The culture of the internet with its dizzying array of endless media is vastly different from the one Pope and Bacon knew, yet it demonstrates their principle well. So many people today know just enough to be “dangerous.” They suppose themselves to be so eminently reasonable and scientifically literate when in fact they are typically less knowledgeable than people were in generations past.  Note I did not say “less informed” about events in the world or having less access to information. But they’ve thought so little and in such fleeting, candy-sized media-wrapped sound bytes about the issues they are discussing that they are closer to being enemies of reason than friends.

The majority of those on whose shoulders Western Civilization stands would have been baffled by the attitudes of those talking such a big game about logic and reason. Had they been put in a time machine and dropped in the middle of the recent “Reason Rally” they would have thought they were in a different universe where “reason” must mean something else. What, after all, would someone like John Locke have thought of the advice of Richard Dawkins, arguably the intellectual spokesman for contemporary atheism, to the crowds at the “Reason Rally”? What would such a preeminent thinker as Locke – so massively influential in shaping British thought at the time as well as upon the American framers, a man who wrote, among so many other things, an essay actually entitled “The Reasonableness of Christianity” – what would he think upon hearing the leading voice for popular atheism urge his throngs to employ the strategy of contempt, ridicule and mockery against religious believers? So much for “logic” and “reason.”

There are atheists who do understand the meaning of reason, and they do their cause at least the favor of rising above the foolishness of throwing those words around without comprehending them. One such example is Robert Paul Wolff, a philosopher whose textbook About Philosophy is among those on my shelf. In it Wolff writes that although he identifies as an atheist, he is incapable of contempt toward those who believe otherwise. He knows too much. He has drunk deep from the spring. Depth in philosophy, to paraphrase Bacon, keeps bringing this atheist’s mind back around to the theological possibilities.  In his text Wolff praises the Christian philosopher Soren Kierkegaard, calling the melancholy Dane “the most gifted” of all the important thinkers in our history. Wolff writes candidly that although he is an atheist, “as a lifelong philosopher, I am forced to recognize that almost every great Western thinker for whom I have profound respect thinks that I am wrong.” This, Wolff admits, often makes him “a little nervous.”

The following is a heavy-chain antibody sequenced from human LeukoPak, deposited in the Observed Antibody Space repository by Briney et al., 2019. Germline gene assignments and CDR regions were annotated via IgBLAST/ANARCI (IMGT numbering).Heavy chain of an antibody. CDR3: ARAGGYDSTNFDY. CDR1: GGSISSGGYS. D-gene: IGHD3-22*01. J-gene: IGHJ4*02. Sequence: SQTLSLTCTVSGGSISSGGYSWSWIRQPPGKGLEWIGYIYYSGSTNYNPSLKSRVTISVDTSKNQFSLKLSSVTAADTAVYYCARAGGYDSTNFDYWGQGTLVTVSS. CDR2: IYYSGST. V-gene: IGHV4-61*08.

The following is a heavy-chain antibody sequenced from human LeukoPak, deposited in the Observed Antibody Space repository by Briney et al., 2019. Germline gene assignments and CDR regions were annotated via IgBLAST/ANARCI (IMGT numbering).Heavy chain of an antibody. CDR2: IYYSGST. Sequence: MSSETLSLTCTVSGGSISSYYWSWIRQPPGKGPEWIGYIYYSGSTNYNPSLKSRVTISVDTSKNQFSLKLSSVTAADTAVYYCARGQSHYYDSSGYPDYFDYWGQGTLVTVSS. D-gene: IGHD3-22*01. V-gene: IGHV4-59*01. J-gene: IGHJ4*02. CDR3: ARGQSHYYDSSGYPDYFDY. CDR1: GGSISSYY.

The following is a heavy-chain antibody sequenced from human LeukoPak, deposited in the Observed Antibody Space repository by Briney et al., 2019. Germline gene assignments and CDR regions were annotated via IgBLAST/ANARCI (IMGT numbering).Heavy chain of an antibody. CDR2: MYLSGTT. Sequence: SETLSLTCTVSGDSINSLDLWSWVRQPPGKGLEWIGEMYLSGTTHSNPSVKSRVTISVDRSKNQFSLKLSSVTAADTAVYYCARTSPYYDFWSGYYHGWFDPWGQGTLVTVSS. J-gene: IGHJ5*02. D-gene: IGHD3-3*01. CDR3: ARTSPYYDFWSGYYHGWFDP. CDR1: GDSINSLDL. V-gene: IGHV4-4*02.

Faith and Reason

As old a topic as it is, the contemporary abuse of words like “logic” and “reason” begs for us to revisit the discussion of the role of reason in the realm of faith. And while we’re chastising those who wave the flag of reason like they are its sole custodians, we need to remind a certain segment of the faithful and devout that reason is not a weapon of darkness. I said above that reason is nobody’s child, and that includes Satan. Reason is not a tool of the Evil One that you should resist. The truth is that you can’t resist it anyway as was explained already. To make a case against reason you must use it.

Christians do not idolize reason, nor do we scorn it. When the Gospel of John employs “logos” in its opening line, you can be sure that the writer does not despise the voice of reason, which he no doubt recognizes as the voice of God, imperfect as we are at hearing and discerning it accurately.  All revelation presupposes rational agents – even if imperfect ones –  who can comprehend basic communication. Truth is dependent upon the most basic principles of logic. Otherwise the written word is just markings and the spoken word (“rhema”) is just noise. Show me a Christian who claims to be opposed to reason and I’ll show you someone who (a) doesn’t understand the nature of reason to begin with, and (b) is probably failing miserably to achieve the kind of wisdom and discernment toward which a disciple is supposed to strive.